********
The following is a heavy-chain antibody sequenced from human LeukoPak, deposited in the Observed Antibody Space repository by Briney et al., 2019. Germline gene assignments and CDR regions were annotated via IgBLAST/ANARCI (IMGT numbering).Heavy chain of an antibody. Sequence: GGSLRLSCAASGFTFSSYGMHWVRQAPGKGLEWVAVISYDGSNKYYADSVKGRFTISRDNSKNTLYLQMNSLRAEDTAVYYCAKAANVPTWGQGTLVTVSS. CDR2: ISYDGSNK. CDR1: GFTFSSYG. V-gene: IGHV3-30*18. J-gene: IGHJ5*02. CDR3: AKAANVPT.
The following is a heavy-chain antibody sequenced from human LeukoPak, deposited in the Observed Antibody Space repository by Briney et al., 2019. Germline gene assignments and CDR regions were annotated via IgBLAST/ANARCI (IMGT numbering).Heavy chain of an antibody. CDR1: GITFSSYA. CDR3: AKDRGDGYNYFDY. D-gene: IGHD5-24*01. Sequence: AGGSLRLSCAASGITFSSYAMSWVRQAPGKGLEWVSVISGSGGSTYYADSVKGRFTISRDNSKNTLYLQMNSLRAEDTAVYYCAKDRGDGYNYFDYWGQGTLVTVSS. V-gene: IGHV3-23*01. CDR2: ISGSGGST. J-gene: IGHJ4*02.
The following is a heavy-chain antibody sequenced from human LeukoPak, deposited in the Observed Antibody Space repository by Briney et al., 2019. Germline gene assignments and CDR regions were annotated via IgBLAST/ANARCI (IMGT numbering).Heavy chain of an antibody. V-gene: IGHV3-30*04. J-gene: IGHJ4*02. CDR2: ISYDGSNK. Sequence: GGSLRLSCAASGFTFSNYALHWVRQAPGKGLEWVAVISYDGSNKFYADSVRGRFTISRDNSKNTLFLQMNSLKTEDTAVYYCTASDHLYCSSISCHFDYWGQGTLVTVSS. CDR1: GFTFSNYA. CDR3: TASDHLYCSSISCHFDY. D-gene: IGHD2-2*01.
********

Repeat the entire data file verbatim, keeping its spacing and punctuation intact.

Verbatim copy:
The following is a heavy-chain antibody sequenced from human LeukoPak, deposited in the Observed Antibody Space repository by Briney et al., 2019. Germline gene assignments and CDR regions were annotated via IgBLAST/ANARCI (IMGT numbering).Heavy chain of an antibody. Sequence: GGSLRLSCAASGFTFSSYGMHWVRQAPGKGLEWVAVISYDGSNKYYADSVKGRFTISRDNSKNTLYLQMNSLRAEDTAVYYCAKAANVPTWGQGTLVTVSS. CDR2: ISYDGSNK. CDR1: GFTFSSYG. V-gene: IGHV3-30*18. J-gene: IGHJ5*02. CDR3: AKAANVPT.
The following is a heavy-chain antibody sequenced from human LeukoPak, deposited in the Observed Antibody Space repository by Briney et al., 2019. Germline gene assignments and CDR regions were annotated via IgBLAST/ANARCI (IMGT numbering).Heavy chain of an antibody. CDR1: GITFSSYA. CDR3: AKDRGDGYNYFDY. D-gene: IGHD5-24*01. Sequence: AGGSLRLSCAASGITFSSYAMSWVRQAPGKGLEWVSVISGSGGSTYYADSVKGRFTISRDNSKNTLYLQMNSLRAEDTAVYYCAKDRGDGYNYFDYWGQGTLVTVSS. V-gene: IGHV3-23*01. CDR2: ISGSGGST. J-gene: IGHJ4*02.
The following is a heavy-chain antibody sequenced from human LeukoPak, deposited in the Observed Antibody Space repository by Briney et al., 2019. Germline gene assignments and CDR regions were annotated via IgBLAST/ANARCI (IMGT numbering).Heavy chain of an antibody. V-gene: IGHV3-30*04. J-gene: IGHJ4*02. CDR2: ISYDGSNK. Sequence: GGSLRLSCAASGFTFSNYALHWVRQAPGKGLEWVAVISYDGSNKFYADSVRGRFTISRDNSKNTLFLQMNSLKTEDTAVYYCTASDHLYCSSISCHFDYWGQGTLVTVSS. CDR1: GFTFSNYA. CDR3: TASDHLYCSSISCHFDY. D-gene: IGHD2-2*01.